Pages Navigation Menu

Meet 'em, greet 'em, treat 'em and street 'em

SGEM Xtra: Top 10 Emergency Department Tips for Families

Posted by on Jul 17, 2016 in Featured, Pediatrics, Podcasts | 0 comments

Podcast Link: SGEM Xtra Top 10 List Date: July 5th, 2016 Guest Skeptic: Dr. Rodrick Lim. Rod is the Chair for the Pediatric section of the Canadian Association of Emergency Physicians, and the standards lead for the Pediatric section of International Federation for Emergency Medicine. He is an associate professor of Pediatrics at Western University, Schulich School of Medicine. Rod is also the proud father of three children and loves travelling, suffering as a Toronto sports fan and playing hockey badly with colleagues. This is a SGEM Xtra. Some extra content for the summer until we formally launch Season#5 this fall. The Pediatric Section of the Canadian Association of Emergency Physicians (CAEP) and the National Emergency Nurses Association (NENA) recently released some tips to keep your family safe and prepared. You can print a PDF of the Top 10 ED Tips for...

Read More

SGEM#159: Computer Games – Computer Provider Order Entry (CPOE)

Posted by on Jul 10, 2016 in Administration, Featured, Podcasts | 17 comments

Podcast Link: SGEM159 Date: July 5th, 2016 Guest Skeptic: Dr. Chris Bond. Chris is an emergency physician and clinical lecturer at the University of Calgary. He is currently the host of CAEP Casts, which highlights educational innovations from emergency medicine residency programs across Canada. Chris also has his own #FOAMed blog called Standing on the Corner Minding My Own Business (SOCMOB). Background: Emergency department crowding is a growing issue across Canada. As more tertiary care EDs implement computerized provider order entry (CPOE), it is important to analyze emergency department metrics to see how CPOE may impact throughput. Previous studies have shown that CPOE has no impact on mortality, and may in fact improve pain treatment and adherence to certain common presenting complaint medication protocols (such as stroke and renal colic) [1-4]. Some studies have shown there may be an impact on...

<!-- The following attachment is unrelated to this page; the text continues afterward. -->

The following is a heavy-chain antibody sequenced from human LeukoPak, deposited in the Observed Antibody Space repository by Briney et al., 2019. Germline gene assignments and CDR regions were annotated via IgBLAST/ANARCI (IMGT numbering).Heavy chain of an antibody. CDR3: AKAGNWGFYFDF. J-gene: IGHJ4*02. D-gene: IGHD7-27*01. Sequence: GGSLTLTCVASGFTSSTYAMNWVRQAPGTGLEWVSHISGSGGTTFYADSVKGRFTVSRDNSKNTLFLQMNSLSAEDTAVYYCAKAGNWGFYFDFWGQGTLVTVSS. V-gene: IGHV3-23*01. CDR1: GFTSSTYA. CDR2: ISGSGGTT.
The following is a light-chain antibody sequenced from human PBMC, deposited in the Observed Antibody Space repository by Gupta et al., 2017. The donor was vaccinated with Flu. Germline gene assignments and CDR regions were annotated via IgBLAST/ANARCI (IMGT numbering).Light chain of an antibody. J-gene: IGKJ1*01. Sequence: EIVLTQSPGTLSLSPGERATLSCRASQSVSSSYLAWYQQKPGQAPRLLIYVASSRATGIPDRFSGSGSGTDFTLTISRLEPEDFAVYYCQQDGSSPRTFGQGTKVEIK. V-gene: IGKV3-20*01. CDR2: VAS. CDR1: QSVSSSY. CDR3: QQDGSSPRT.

Read More

SGEM Xtra: RANThony #4 X-rays for Pediatric Constipation

Posted by on Jun 26, 2016 in Featured, GastroIntestinal, Pediatrics, Podcasts | 0 comments

Podcast Link: SGEM Xtra RANThony#4 Date: June 26th, 2016 Guest Skeptic: Dr. Anthony Crocco is a Pediatric Emergency Physician and is the Medical Director & Division Head of the Division of Pediatric Emergency at McMaster’s Children’s Hospital. He is known on YouTube for his RANThony‘s. These are short rants on pediatric topics. They were inspired by the rants done by the great Canadian comedian Rick Mercer. Previous topics have included Fever Fear, Cough Medication and Pain Control. Anthony is also the creator of the evidence based medicine (EBM) education website SketchyEBM. These are white board videos that present EBM concepts in a creative and understandable formate. He covers topics like: Relative risk (RR), relative risk reduction (RRR), absolute risk reduction (ARR) What is bias? Confidence intervals and “p” values Number needed to treat (NNT) Intention to treat (ITT) analysis This fourth RANThony addresses the issue...